You may remember 1995 as a watershed year for the less advantaged in Ontario. The government of Premier Mike Harris made dramatic cuts to social assistance rates and removed the restrictions on rent increases. It was a period of rising evictions and increased homelessness. Our determined nurses and advocates persevered. It soon became impossible for the city and the province to deny the homelessness issue. Street Health received funding to move to a larger space at 338 Dundas Street East, where we now reside.
It was around this time that Laura Cowan, Executive Director of Street Health, joined the team. Laura came to Street Health as a nurse. She remembers with some sadness the clients she has provided services to over the years.
"Some of the clients I met 15 years ago are still around, coming to nursing clinics and dropping in regularly to our office to say hello,” Laura says. "Others have moved on. They have battled their demons and won. I still hear from one or two ex-clients on a regular basis. They like to call to say hi and check in. Maybe it's a reminder to them of how far they have come and they remember that Street Health was a part of that journey”.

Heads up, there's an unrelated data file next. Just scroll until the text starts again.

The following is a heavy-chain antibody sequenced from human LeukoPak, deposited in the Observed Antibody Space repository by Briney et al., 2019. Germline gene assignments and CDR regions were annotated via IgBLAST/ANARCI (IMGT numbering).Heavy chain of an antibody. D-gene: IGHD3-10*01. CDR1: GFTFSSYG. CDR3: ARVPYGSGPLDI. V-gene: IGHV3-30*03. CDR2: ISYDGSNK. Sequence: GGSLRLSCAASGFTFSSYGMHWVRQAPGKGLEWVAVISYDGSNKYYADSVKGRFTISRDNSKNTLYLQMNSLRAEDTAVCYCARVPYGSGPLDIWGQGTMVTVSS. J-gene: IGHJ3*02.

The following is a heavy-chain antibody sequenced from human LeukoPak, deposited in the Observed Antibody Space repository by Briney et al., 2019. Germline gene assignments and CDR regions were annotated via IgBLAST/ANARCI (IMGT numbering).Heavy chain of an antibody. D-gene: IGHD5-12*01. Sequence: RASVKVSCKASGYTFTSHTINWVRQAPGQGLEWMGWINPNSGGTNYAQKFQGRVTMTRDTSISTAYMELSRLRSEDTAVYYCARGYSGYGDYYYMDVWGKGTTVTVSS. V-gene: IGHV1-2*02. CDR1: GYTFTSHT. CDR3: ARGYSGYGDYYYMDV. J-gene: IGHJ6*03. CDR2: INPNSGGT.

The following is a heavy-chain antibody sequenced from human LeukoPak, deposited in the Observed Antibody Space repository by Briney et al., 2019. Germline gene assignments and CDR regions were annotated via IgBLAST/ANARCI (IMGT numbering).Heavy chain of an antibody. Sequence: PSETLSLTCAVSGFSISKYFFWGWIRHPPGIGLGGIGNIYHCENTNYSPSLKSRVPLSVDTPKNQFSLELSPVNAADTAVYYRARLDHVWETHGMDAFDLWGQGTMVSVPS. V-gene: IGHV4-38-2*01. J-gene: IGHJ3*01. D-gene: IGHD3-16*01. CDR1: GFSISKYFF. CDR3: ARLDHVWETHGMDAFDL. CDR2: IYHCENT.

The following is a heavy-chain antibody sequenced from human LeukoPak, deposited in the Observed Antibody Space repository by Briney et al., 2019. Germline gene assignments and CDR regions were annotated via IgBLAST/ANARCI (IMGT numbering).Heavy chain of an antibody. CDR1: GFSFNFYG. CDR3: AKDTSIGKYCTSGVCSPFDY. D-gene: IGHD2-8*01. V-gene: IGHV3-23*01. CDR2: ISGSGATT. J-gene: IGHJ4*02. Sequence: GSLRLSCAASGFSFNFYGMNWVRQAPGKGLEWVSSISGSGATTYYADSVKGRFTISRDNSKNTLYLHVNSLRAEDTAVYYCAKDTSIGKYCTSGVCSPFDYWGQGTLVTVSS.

As the client base and services grew at Street Health, so did acknowledgement by funders that our services were necessary for the many people who were now homeless or under-housed. The Ministry of Health provided the funding to eventually purchase the property at 338 Dundas Street in 2000. Fundraising began in earnest at that time and with the help of many generous donors we continued to more easily meet the emerging needs in this vulnerable and growing community.
Through its 25 years, Street Health has undergone massive growth and change. In 1997 we added case workers to our staff in order to address the countless people struggling with mental health issues. In 1999 we introduced the first identification replacement program that we know of in Canada. In 2003 the ID Safe program was added, so homeless people have a place to store the important identification documents that were often being lost or stolen.